In my piece on the Men’s Rights Movement I mentioned that a sexist society demands that women agonise and justify themselves over wanting to “have it all” (i.e. a career and a family), but never asks men to make that choice. Or even to consider that wanting children and a job at the same time, and assuming that one’s family and work life will be arranged to meet that desire, might be a privilege. In this piece I’d like to think a bit more about the way a lot of activities are regarded as “women’s work” by our society, and then designated as “not proper work” because of that assumption. Even in a country which has certain legal safeguards on women’s rights to equal pay and freedom from exploitation (however limited and sloppily enforced), men’s lives are often underpinned by a network of “invisible labour” undertaken by women. This frees up their time for the kind of activity which society recognizes as more “worthwhile”, or which they find more enjoyable.
Childcare is an obvious example, and one which I touched on in that previous article. Looking after children is associated with stereotypes about women: that they are more nurturing, more suited to life at home, have a natural bond with all children and are more emotional (where men are rational.) These ideas about women’s supposed “essential nature” provide justification for excluding them from a career when they have children (since they would be “unnatural” to prefer writing legal opinions to playing with their toddlers at home), or at least for not arranging a work culture which is flexible enough to accommodate breastfeeding, picking up children from school or the other demands of parenthood.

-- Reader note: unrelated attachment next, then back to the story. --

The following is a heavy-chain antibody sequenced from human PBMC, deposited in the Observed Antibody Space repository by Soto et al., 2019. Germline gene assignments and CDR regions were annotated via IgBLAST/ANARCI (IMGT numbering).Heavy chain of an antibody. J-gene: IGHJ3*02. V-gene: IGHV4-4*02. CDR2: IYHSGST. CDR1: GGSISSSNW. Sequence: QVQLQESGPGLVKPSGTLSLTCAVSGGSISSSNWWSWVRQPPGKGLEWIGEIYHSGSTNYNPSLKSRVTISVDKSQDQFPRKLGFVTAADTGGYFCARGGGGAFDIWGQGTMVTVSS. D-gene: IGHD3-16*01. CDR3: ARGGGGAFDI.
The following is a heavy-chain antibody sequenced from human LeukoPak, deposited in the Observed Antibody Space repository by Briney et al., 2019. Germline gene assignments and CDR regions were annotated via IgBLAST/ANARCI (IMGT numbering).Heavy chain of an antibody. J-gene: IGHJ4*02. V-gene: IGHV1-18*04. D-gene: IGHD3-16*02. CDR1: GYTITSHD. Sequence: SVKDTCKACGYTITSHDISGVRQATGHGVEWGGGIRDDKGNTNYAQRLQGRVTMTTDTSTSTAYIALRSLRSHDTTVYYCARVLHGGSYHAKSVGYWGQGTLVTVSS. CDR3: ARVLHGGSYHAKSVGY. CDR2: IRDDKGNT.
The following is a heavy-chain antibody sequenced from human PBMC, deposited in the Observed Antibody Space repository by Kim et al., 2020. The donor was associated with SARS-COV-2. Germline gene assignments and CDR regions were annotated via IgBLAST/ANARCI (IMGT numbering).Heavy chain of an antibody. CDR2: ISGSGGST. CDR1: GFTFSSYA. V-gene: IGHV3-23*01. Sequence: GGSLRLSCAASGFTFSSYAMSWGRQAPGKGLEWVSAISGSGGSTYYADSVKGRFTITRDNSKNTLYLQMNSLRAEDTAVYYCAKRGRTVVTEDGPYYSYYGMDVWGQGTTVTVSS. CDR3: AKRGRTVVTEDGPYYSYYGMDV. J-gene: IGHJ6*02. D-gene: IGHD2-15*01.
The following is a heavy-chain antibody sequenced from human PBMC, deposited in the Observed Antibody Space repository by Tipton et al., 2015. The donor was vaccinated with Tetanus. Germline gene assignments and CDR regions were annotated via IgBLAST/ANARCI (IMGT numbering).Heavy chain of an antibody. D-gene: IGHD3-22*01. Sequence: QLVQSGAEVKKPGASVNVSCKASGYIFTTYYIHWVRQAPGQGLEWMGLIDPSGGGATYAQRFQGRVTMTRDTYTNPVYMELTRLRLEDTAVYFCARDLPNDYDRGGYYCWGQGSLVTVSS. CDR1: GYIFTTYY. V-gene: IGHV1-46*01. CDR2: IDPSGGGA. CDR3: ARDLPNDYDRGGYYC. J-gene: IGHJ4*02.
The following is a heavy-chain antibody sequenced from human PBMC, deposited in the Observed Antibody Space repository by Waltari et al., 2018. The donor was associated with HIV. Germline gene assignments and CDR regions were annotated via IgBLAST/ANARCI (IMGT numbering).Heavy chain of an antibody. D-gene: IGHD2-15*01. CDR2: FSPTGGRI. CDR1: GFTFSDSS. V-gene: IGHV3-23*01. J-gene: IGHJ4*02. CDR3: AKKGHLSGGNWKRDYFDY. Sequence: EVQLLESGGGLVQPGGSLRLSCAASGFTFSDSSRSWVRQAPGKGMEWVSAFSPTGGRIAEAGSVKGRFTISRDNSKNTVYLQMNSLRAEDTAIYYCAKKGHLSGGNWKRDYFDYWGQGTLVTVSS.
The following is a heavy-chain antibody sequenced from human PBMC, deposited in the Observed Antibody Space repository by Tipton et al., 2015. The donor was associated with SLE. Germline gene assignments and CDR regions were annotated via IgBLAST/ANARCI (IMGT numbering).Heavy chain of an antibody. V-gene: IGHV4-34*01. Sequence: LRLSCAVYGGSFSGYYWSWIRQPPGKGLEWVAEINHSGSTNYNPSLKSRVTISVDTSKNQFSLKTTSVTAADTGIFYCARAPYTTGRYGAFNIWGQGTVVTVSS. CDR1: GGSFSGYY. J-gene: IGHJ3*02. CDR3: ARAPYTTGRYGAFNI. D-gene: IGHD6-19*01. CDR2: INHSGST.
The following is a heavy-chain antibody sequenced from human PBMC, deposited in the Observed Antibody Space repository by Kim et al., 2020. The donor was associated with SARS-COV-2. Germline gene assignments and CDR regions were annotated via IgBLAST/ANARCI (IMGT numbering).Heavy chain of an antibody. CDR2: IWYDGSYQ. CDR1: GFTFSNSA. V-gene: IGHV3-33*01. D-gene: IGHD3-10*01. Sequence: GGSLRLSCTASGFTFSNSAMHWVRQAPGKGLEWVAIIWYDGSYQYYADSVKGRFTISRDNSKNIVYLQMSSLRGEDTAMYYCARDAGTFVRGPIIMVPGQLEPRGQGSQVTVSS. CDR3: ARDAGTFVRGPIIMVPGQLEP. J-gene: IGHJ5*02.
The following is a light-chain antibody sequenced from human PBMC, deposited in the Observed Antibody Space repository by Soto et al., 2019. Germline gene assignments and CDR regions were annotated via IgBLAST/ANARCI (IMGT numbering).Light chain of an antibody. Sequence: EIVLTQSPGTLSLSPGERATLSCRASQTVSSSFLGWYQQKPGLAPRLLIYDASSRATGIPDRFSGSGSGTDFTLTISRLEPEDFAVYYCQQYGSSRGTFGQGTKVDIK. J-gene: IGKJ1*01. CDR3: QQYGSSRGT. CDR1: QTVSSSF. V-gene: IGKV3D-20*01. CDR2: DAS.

The assumption that women are “naturally” inclined to spend their lives at home with children is then used to devalue the labour of women who do. After all, if it just comes naturally to them, how can it be “proper work” in the same sense as driving a forklift? Women are stereotyped in ways which permit them to be edged out of the workplace, and then classed as not doing real work when they perform the childcare which enables their male partners to…well, to make partner. Or to take a meeting at six o’clock, or to lock up the warehouse after everyone’s gone, or to drive the rig overnight, or whatever demands a job might have which couldn’t be met if someone else wasn’t taking care of the kids.